Northern Powerhouse ‘failing’ as North West job prospects plummet to lowest level, new report finds

The government’s flagship ‘Northern Powerhouse’ scheme has ‘so far failed’ with employment prospects in the North West at their lowest level in two years, according to a new report.

The Manpower Employment Outlook Survey uses feedback from employers to ascertain the likelihood of employers increasing or decreasing their work forces in the coming quarter, and is used by both the Bank of England and the government as an economic statistic.

The North West’s employment prospects currently stand at 0% – a 7% drop on the previous quarter, and 4% below the national average.

Greg Hollis, Operations Manager at Manpower UK, says that the study represents a ‘challenging picture’ for jobseekers in the North West, but adds that there are opportunities for skilled individuals.

“We are seeing a marked divide between job prospects across the north and those in London,” he said.

“That is a clear sign that the Government’s plans to rebalance the economy through the creation of a Northern Powerhouse have so far failed to ignite.

“While the overall Outlook in the North West has dropped off since last quarter, those with the right skills are finding opportunities.

“For example, in Manchester, we are seeing strong demand for employees in financial services and for salespeople to work in call centers.

“In-demand applicants can be selective about the roles they apply for, and as competition between employers grows, the salaries they can expect to achieve are also increasing.”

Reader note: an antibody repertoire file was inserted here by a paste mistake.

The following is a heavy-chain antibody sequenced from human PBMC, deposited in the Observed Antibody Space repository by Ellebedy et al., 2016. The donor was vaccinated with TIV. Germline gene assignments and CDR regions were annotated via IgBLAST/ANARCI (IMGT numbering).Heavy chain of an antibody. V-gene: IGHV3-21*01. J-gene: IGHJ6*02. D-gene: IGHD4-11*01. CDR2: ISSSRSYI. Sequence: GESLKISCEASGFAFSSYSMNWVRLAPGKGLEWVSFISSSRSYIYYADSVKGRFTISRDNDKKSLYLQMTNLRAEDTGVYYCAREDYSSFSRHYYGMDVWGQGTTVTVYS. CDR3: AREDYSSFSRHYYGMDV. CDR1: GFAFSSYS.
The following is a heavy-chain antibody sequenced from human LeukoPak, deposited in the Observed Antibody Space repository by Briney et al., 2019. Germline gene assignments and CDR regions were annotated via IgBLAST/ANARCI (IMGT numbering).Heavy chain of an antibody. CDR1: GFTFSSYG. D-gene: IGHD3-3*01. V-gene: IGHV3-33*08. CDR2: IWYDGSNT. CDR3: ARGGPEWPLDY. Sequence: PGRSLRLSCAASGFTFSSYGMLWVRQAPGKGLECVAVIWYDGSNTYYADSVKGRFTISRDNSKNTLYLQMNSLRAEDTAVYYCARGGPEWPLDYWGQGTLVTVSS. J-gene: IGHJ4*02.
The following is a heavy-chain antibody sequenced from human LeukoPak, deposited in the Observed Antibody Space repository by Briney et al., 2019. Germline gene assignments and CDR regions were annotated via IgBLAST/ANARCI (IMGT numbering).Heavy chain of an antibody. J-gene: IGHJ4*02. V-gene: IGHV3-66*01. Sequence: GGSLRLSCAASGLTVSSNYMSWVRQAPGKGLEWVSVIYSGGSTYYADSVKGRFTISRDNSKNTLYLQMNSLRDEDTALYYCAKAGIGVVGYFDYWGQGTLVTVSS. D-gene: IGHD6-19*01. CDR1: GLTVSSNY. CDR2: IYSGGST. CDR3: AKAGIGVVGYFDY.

The national jobs market is standing at its least optimistic for the past three years, with Manpower theorizing that the drop in hiring intentions in the public sector and the introduction of the National Living Wage have both affected employer confidence.

The latter is a policy introduced by the government that will raise the wages of six million people by 6% each year until 2020. However, the Office for Budget Responsibility estimates that the move could be the catalyst for 60,000 job losses.

Another consequence of the policy could see employers looking or cheap, inexperienced labour in sectors such as social care, something which James Hick, ManpowerGroup Solutions Managing Director believes may become a problem.

 “An unintended consequence of the introduction of the new Living Wage is that firms might try to bypass the legislation altogether,” he said.

“We anticipate that some employers may look to mitigate the extra costs by taking on more younger or self-employed workers, who are not entitled to the National Living Wage.

“While on the surface this could be good news for youth unemployment, which currently stands at 16%, it could push a greater proportion of young people into low skilled jobs, resulting in an influx of less experienced workers into social care and other sectors hardest hit by the new legislation.

“Meanwhile, candidates under the age of 25 have been asking us why it is they will be paid less despite doing equal work.”

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